Available reports support Gigous' -- and others' -- concerns.

In late January 2001, for instance, Swart allegedly saw a man receive a "small off-white rock substance believed to be crack cocaine." The report said the man had dropped the substance to the ground by his foot when Swart approached. The report stated that Swart was on "routine patrol," but gave no details about how the captain had seen the exchange. The case was rejected by the county prosecutor.

Another felony drug arrest in mid-February was rejected for lack of documentation after Kelly Neal, a deputy county attorney, wrote: "It seems Captain Swart searched the suspect, but I don't have a report or supplement by him.

"If Captain Swart found the drugs, he needs to draft a report. [Officer Clayton] Jeppsen saying that Captain Swart searched a suspect and photos of drugs were taken simply can't sustain a felony prosecution."


Jay Swart was the last person interviewed by DPS. The agency closed its investigation and submitted its report to the Department of Administration in early October.

Hibbs immediately asked a senior state official to review the findings. But seven months later, no action has been taken.

Swart is still the department's second-in-command, although he no longer reports to Nielson. The chief retired in August 2001. Former lieutenant Andy Staubitz was promoted in February to chief.

Hibbs and Staubitz declined New Times' request for interviews.

The only person who did respond to the newspaper was William Bell, the Department of Administration's deputy director, but only in writing.

Bell wrote that the Capitol Police no longer encounter arrests that are questioned by the county or declined for prosecution.

But Bill FitzGerald, a spokesman for the county attorney, says the Capitol Police cases continue to have problems. "A lot of the cases they submit to us have . . . possession problems. Sometimes there are issues with regards to search and seizure."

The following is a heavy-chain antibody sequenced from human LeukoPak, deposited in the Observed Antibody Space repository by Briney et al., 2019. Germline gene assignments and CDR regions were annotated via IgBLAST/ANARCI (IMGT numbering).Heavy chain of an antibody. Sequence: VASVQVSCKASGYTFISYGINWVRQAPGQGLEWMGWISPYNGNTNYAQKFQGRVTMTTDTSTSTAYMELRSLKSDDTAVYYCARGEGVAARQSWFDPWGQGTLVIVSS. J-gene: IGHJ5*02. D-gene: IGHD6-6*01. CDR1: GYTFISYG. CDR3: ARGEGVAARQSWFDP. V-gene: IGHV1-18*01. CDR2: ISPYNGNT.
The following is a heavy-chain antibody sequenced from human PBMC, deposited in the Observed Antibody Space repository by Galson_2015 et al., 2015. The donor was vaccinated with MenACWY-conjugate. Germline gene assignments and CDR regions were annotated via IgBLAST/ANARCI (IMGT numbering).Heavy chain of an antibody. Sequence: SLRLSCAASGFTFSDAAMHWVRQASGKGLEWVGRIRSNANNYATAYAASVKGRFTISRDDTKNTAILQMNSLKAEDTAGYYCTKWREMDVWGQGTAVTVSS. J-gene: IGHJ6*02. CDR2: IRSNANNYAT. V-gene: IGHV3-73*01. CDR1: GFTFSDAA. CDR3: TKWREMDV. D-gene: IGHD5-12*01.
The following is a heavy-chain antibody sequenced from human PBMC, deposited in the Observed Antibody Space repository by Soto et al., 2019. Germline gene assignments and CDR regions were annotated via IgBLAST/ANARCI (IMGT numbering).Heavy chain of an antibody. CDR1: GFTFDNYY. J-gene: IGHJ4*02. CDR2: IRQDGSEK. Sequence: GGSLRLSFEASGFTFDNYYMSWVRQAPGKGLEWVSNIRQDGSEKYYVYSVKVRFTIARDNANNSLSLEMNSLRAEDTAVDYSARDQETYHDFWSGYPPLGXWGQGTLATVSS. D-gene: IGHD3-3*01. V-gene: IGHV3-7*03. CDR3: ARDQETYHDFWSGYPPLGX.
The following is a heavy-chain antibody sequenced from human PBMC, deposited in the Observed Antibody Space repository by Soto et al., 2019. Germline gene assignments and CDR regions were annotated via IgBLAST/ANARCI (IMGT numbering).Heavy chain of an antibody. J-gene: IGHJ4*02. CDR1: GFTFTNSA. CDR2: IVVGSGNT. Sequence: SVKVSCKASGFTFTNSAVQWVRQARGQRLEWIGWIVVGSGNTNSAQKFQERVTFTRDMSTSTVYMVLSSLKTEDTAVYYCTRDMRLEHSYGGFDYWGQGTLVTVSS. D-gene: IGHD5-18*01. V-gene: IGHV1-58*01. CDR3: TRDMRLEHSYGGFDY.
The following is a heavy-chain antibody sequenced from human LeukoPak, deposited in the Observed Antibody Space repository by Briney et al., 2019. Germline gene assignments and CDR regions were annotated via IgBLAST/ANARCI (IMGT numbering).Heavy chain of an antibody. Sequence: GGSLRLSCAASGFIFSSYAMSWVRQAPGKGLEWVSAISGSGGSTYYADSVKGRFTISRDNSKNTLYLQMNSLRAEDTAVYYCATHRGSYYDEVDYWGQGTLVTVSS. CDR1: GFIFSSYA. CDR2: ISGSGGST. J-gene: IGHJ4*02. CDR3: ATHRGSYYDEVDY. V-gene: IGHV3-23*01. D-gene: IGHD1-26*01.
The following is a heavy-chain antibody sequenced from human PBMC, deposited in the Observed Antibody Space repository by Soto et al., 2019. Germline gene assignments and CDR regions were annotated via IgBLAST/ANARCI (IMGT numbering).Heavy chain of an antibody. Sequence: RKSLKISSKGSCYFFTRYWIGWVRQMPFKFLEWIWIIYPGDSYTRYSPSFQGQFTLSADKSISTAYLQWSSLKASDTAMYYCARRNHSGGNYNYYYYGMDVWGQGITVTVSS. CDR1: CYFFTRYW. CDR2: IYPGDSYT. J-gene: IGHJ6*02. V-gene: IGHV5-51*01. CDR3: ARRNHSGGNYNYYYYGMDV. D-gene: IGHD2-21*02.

What action, if any, that might be taken to correct those types of problems won't be known until the state closes its review of the DPS findings.

Regardless of the outcome, state legislators now say they, too, want to review the findings.

State Senator Joe Eddie Lopez, a Democrat who represents the downtown area, says he's gotten calls in the past about alleged mistreatment by Capitol Police. He says he thought the problems were taken care of after he called higher-ups in the police agency.

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1 comments
Mike D
Mike D

Did anyone else notice that the report refers to "the rights of the citizens". That is hard to believe, the part where the Newtimes actually printed anything with those words in it! This bleeding heart rag is only good for lining the bird-cage with!

Grow a brain readers, and do some research for yourselves instead of depending on the likes of 'Lemons' to to get your 'righteous indignation' going.